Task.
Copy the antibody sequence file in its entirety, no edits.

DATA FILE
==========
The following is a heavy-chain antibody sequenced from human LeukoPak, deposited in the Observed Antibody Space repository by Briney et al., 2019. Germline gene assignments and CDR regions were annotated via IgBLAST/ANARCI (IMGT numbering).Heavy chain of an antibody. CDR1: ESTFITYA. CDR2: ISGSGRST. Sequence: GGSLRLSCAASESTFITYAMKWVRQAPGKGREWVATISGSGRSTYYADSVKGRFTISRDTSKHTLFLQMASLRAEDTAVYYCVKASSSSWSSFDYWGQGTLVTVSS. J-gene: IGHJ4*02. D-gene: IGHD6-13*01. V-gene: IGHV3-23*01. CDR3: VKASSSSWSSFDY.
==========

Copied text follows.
The following is a heavy-chain antibody sequenced from human LeukoPak, deposited in the Observed Antibody Space repository by Briney et al., 2019. Germline gene assignments and CDR regions were annotated via IgBLAST/ANARCI (IMGT numbering).Heavy chain of an antibody. CDR1: ESTFITYA. CDR2: ISGSGRST. Sequence: GGSLRLSCAASESTFITYAMKWVRQAPGKGREWVATISGSGRSTYYADSVKGRFTISRDTSKHTLFLQMASLRAEDTAVYYCVKASSSSWSSFDYWGQGTLVTVSS. J-gene: IGHJ4*02. D-gene: IGHD6-13*01. V-gene: IGHV3-23*01. CDR3: VKASSSSWSSFDY.